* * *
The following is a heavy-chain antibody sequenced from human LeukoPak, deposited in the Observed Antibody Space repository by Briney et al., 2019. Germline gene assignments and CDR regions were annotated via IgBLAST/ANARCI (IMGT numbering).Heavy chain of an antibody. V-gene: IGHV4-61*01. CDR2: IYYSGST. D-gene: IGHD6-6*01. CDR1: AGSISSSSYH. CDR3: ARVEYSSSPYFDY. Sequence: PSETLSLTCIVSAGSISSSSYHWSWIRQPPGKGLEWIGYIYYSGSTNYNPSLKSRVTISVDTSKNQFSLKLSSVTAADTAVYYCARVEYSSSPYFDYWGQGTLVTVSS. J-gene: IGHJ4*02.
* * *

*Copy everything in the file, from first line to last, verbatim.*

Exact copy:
The following is a heavy-chain antibody sequenced from human LeukoPak, deposited in the Observed Antibody Space repository by Briney et al., 2019. Germline gene assignments and CDR regions were annotated via IgBLAST/ANARCI (IMGT numbering).Heavy chain of an antibody. V-gene: IGHV4-61*01. CDR2: IYYSGST. D-gene: IGHD6-6*01. CDR1: AGSISSSSYH. CDR3: ARVEYSSSPYFDY. Sequence: PSETLSLTCIVSAGSISSSSYHWSWIRQPPGKGLEWIGYIYYSGSTNYNPSLKSRVTISVDTSKNQFSLKLSSVTAADTAVYYCARVEYSSSPYFDYWGQGTLVTVSS. J-gene: IGHJ4*02.